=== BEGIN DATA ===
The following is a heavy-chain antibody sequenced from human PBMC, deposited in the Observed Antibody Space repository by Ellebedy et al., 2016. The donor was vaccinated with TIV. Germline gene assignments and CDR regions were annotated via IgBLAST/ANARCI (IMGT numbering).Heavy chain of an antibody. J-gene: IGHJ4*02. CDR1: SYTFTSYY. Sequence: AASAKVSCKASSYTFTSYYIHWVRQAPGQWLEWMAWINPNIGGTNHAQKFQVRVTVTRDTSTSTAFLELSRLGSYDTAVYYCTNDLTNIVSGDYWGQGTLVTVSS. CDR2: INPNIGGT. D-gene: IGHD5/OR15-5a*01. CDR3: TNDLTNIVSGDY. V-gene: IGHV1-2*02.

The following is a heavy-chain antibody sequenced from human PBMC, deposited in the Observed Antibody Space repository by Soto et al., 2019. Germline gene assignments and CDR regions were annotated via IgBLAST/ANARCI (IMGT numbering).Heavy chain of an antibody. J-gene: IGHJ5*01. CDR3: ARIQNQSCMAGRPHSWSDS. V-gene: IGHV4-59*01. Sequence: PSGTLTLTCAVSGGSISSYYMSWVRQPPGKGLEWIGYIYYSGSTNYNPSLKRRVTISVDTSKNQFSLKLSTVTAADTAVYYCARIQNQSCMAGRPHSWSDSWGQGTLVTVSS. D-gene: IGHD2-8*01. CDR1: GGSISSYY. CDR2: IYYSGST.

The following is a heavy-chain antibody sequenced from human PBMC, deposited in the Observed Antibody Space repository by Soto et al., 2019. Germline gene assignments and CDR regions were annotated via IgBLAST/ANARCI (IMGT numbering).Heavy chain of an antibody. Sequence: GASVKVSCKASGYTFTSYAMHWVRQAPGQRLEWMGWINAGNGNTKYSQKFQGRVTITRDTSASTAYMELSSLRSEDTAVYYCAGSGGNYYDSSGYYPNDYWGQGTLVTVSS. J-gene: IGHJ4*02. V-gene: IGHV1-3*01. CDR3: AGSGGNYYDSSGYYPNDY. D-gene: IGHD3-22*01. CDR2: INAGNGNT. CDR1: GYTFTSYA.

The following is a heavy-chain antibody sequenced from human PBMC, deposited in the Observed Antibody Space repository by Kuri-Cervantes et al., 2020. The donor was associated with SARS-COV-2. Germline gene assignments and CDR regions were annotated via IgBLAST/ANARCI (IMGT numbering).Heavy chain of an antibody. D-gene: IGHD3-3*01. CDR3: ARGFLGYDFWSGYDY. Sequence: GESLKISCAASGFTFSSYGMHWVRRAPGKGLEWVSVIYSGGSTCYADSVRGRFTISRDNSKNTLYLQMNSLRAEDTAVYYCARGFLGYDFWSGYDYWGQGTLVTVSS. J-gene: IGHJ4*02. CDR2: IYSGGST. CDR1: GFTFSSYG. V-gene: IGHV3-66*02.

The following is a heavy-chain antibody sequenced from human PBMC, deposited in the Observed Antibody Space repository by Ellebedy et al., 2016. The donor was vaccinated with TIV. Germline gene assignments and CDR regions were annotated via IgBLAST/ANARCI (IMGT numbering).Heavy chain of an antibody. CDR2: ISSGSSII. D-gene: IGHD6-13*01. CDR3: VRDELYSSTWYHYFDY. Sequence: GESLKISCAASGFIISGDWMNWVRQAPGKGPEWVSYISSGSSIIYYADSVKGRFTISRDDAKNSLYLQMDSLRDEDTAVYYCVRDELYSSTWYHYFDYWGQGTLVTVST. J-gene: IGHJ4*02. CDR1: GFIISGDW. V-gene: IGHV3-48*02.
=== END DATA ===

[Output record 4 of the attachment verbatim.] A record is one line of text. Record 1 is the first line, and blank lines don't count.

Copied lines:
The following is a heavy-chain antibody sequenced from human PBMC, deposited in the Observed Antibody Space repository by Kuri-Cervantes et al., 2020. The donor was associated with SARS-COV-2. Germline gene assignments and CDR regions were annotated via IgBLAST/ANARCI (IMGT numbering).Heavy chain of an antibody. D-gene: IGHD3-3*01. CDR3: ARGFLGYDFWSGYDY. Sequence: GESLKISCAASGFTFSSYGMHWVRRAPGKGLEWVSVIYSGGSTCYADSVRGRFTISRDNSKNTLYLQMNSLRAEDTAVYYCARGFLGYDFWSGYDYWGQGTLVTVSS. J-gene: IGHJ4*02. CDR2: IYSGGST. CDR1: GFTFSSYG. V-gene: IGHV3-66*02.